38 years soaring: Kenya Airways flight attendant’s secret to avoid job boredom

Kenya Airways' longest-serving flight attendant Dickson Nyibuleduring the interview at KQ offices on May 23, 2024.  

Photo credit: Francis Nderitu | Nation Media Group

Many young professionals rarely spend five years with one employer before reaching a level of unhappiness or dissatisfaction that they find the job intolerable.

But Dickson Nyibule has clocked 38 years on the skies, working as a flight purser at Kenya Airways (KQ).

When he finished his A levels at Kenyatta High School in Taita Taveta County in Mwatate Sub-County, he saw a KQ job advert. That was in 1985.

He went through two interviews, beat 48 other candidates, and got the job.

The post had attracted close to 50 applicants and it was only Nyibule and one more person that were successful.

“I wanted to travel not just as a crew but to see the world,” says the soft-spoken Mr Nyibule during an interview with the BDLife.

He is now the senior-most flight purser at KQ. “I like working with people. When we close those doors and whether it’s a 14 hours flight to New York or a nine-hour flight to Bangkok or even an hour flight to Kisumu, it’s you and the people and you must take care of them and this is what I like doing,” he says.

A flight attendant’s tasks include keeping passengers safe, ensuring that everyone follows security regulations and that the flight deck is secure. But there is a dark side to dealing with passengers with disruptive behaviours.

Favourite destination

The job comes with the perks of touring the world. He has been to all the 45 destinations that KQ flies to, 37 of which are in Africa. They include Dubai, New York, London, Bangkok, Ghana, Johannesburg, Kisumu and Mombasa, among others.

His most special destination? “Bangkok,” he says.

Bangkok City is special to him because when his twin daughters were growing up, he used to take them on vacation to Bangkok together with his wife.

“They flew with me as passengers while I was working. Upon landing in Bangkok, due to my tight schedule, they would go around seeing the city and shop with their mother then we would catch up later,” says Mr Nyibule.

Bangkok is renowned for its vibrant street life, rich cultural heritage, and majestic temples like the Grand Palace and Wat Arun. It is also famous for its bustling markets, delectable cuisine, and lively nightlife.

Stand-out passengers

For a man who has been flying over the past three decades, who are the most memorable passengers that he served?

He has flown with the late former head of the Catholic church Pope John Paul II, the late President Mwai Kibaki, the late President Daniel arap Moi, retired President Uhuru Kenyatta and the current President William Ruto when he was serving as Deputy President in the last administration among other senior dignitaries.

Jobs come with monotony and people's desire to transition.

Mr Nyibule says boredom rarely cripples in because service never stops on the flight deck.

Flight attendants, he says, sometimes operate on flights that last more than 10 hours, and one has to be alert throughout because you may think that a passenger is sleeping yet that is not the case.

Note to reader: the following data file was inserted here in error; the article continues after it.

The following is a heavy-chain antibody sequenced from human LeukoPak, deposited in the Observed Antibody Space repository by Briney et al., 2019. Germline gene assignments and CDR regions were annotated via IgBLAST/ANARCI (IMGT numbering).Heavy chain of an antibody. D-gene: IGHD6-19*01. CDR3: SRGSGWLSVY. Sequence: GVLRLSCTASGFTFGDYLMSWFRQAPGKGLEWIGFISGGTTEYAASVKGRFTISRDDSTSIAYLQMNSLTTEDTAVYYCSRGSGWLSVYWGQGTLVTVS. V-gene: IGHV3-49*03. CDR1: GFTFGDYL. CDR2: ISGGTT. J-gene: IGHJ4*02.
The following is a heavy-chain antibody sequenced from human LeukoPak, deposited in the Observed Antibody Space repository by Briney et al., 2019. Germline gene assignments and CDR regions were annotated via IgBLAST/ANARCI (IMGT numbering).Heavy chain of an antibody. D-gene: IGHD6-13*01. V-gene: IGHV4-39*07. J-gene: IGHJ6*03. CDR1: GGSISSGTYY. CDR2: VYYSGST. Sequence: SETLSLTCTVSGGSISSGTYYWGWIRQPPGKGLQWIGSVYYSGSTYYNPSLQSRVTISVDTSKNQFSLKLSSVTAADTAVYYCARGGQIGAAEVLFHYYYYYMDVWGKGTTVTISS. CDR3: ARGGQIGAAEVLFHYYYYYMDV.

“So you have to be alert throughout the flight to respond to emergencies. The fact that they have to be attentive for the entire flight journey gives them no room to feel bored on a flight,” he says.

The challenges

But just like any other job, working as a flight attendant has its fair share of challenges. For him, the most challenging part is balancing between his job and family.

He has missed family birthdays, weddings and funerals because of his tight work schedule.

The airline industry remains a heavily male-dominated sector, but male flight attendants represent a small percentage of the workforce. So how does one stand out as a male flight attendant? I ask.

“Passion for the job is key. The fire in me is still burning to date and this is what has kept me going,” says Mr Nyibule.

Life turning point

If there is one habit that he is grateful to have dropped in his work life is alcohol.

A former alcoholic, he says he quit drinking 16 years ago when he realised that his life was taking a dangerous direction.

“Alcohol addiction messes up your life. I thank God because the decision I took changed my life completely. The person you are speaking to today is a different man,” he says.

As a man who has been with the airline for decades, he has never thought of throwing in the towel even during turbulent moments at the airline, more so in 2020 when Covid-19 struck.

He says that this is because there were proper structures in place for staff to navigate the tough financial situation. Workers took pay cuts in 2020 to preserve cash and cut costs during the coronavirus outbreak that grounded airlines across the globe.

The airline reversed pay cuts on signs of business recovery as MPs approved a Sh20 billion bailout in August 2022.

The situation at the airline has been improving in the last few years.

KQ, which has been surviving on State bailouts since the Covid-19 pandemic, narrowed its net loss by 40.6 percent to Sh22.6 billion in the year ended December 2023, helped by a surge in revenues.

The last man standing

Retiring from a job one has been at for most of their career is often bittersweet — relishing a chapter successfully concluded while grappling with the transition into a new phase of life.

Mr Nyibule is currently 58 years old and he will be retiring in two years.

“I will be retiring with my head up high. I call myself the last man standing because, out of a team of 37 flight attendants I found at KQ when I joined, I’m the only one who is still around. The rest of us we joined with in 1986 most of them have left KQ,” he says.

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